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Matthew’s genealogy of Jesus says there were three groups of 14 people from Abraham to Christ, but when you add them up, there are only 41 people, not the expected 42. How do you explain that?

When we turn to Matthew 1, we read:

Matthew 1:17
So all the generations from Abraham to David are fourteen generations, from David until the captivity in Babylon are fourteen generations, and from the captivity in Babylon until the Christ are fourteen generations.

Just prior to this, we read genealogical data that is tallied up in the following chart:

Verse Father Son Number
2 Abraham Isaac 1
2 Isaac Jacob (Israel) 2
2 Jacob (Israel) Judah 3
3 Judah Perez 4
3 Perez Hezron 5
3 Hezron Ram 6
4 Ram Amminadab 7
4 Amminadab Nahshon 8
4 Nahshon Salmon 9
5 Salmon Boaz 10
5 Boaz Obed 11
5 Obed Jesse 12
6 David Solomon 1
7 Solomon Rehoboam 2
7 Rehoboam Abijah 3
7 Abijah Asa 4
8 Asa Jehoshaphat 5
8 Jehoshaphat Joram 6
8 Joram Uzziah 7
9 Uzziah Jotham 8
9 Jotham Ahaz 9
9 Ahaz Hezekiah 10
10 Hezekiah Manasseh 11
10 Manasseh Amon 12
10 Amon Josiah 13
Jeconiah (Jehoiachin)
12 Jeconiah Shealtiel 1
12 Shealtiel Zerubbabel 2
13 Zerubbabel Abihud 3
13 Abihud Eliakim 4
13 Eliakim Azor 5
14 Azor Zadok 6
14 Zadok Achim 7
14 Achim Eliud 8
15 Eliud Eleazar 9
15 Eleazar Matthan 10
15 Matthan Jacob 11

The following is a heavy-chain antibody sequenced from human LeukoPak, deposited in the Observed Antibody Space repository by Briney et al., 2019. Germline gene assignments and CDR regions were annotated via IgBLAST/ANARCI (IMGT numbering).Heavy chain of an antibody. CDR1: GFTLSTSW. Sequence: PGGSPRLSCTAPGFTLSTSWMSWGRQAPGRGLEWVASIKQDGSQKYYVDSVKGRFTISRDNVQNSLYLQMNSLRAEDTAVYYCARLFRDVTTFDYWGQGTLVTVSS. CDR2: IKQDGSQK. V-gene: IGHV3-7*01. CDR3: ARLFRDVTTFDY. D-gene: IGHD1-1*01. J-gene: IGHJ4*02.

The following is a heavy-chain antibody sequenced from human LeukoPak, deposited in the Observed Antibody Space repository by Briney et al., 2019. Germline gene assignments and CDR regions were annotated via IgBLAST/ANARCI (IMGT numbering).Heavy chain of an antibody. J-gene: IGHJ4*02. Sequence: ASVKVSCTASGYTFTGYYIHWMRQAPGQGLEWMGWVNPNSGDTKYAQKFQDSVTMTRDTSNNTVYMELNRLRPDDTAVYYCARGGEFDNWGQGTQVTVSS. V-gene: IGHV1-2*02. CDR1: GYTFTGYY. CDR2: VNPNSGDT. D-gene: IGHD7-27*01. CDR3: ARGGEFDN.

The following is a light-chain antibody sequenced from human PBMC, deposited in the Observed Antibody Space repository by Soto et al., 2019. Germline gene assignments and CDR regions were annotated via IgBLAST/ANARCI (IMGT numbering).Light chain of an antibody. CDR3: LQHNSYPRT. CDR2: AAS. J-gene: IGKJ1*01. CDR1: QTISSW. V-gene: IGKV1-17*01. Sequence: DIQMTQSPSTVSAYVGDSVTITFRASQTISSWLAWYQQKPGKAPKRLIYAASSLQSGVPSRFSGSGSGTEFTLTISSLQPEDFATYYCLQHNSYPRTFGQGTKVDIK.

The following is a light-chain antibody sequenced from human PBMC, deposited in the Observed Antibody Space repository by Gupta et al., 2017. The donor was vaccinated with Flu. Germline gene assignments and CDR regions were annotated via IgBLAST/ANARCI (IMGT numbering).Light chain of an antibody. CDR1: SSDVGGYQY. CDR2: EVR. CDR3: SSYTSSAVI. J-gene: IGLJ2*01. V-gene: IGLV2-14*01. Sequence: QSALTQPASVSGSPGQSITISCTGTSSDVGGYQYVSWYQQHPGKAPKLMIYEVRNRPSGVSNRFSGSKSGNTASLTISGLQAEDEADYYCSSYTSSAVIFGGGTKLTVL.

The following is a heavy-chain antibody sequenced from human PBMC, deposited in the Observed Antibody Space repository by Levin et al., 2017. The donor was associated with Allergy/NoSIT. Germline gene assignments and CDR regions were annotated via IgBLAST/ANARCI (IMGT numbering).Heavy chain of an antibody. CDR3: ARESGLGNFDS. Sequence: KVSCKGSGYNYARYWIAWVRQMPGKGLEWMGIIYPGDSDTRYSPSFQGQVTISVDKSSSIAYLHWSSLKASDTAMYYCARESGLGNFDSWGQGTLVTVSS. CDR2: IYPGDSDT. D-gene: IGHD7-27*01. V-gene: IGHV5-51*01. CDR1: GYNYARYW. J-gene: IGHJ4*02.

16 Jacob Joseph 12
16 Joseph Whose wife, Mary, bore Jesus 13

In Matthew 1:17, we find this was specifically broken down into three major divisions:

  1. Abraham to David
  2. From David to the captivity
  3. From the captivity to the Messiah

The verse also reveals that the divisions will be groups of fourteen, not complete genealogies like Luke 3. But what about the fourteen generations here. Isn’t there a contradiction, since some don’t reveal exactly 14 generations each? Take care in noticing how these names and divisions are given, and the answer presents itself.

The first division is “from Abraham to David.” So, this would include both David and Abraham and the 12 generations between them to make 14.

The second division is “from David to the deportation.” So, this includes David again in the count, but not necessarily Jeconiah; otherwise, it would have made sense to use his name. The Jewish community would have been very familiar with Jeconiah and his relation to the deportation. But Jeconiah is not listed here by name; rather, the deportation is named. This is a significant point.

Jeconiah was only king for a short time, recorded as doing evil and was young, being only 18 when he took the crown (2 Chronicles 36:9). So, there is no reason to assume that Matthew included Jeconiah as a full generation (which is what Matthew is writing about). So, from David to the deportation (not including Jeconiah), there are 14 generations.

The final division is “from the deportation to the Messiah.” Since Jeconiah was not listed with the previous division at the deportation, he will no doubt be included here, since the time of his generation was more complete after the deportation. When adding the generations, from Jeconiah to Christ, there are 14 generations.

So, Matthew was entirely accurate with his wording of each of the 14 generations. Using Matthew’s breakdown, David was listed twice, hence no contradiction, but careful wording on Matthew’s part.

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